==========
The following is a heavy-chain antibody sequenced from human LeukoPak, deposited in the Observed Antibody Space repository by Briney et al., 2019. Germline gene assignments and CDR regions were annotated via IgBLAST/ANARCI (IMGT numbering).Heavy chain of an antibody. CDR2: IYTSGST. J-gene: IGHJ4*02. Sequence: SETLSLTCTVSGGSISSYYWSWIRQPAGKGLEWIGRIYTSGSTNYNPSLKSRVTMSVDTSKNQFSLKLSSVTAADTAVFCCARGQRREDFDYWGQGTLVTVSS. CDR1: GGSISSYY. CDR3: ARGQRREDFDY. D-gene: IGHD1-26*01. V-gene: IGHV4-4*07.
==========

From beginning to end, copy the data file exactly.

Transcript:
The following is a heavy-chain antibody sequenced from human LeukoPak, deposited in the Observed Antibody Space repository by Briney et al., 2019. Germline gene assignments and CDR regions were annotated via IgBLAST/ANARCI (IMGT numbering).Heavy chain of an antibody. CDR2: IYTSGST. J-gene: IGHJ4*02. Sequence: SETLSLTCTVSGGSISSYYWSWIRQPAGKGLEWIGRIYTSGSTNYNPSLKSRVTMSVDTSKNQFSLKLSSVTAADTAVFCCARGQRREDFDYWGQGTLVTVSS. CDR1: GGSISSYY. CDR3: ARGQRREDFDY. D-gene: IGHD1-26*01. V-gene: IGHV4-4*07.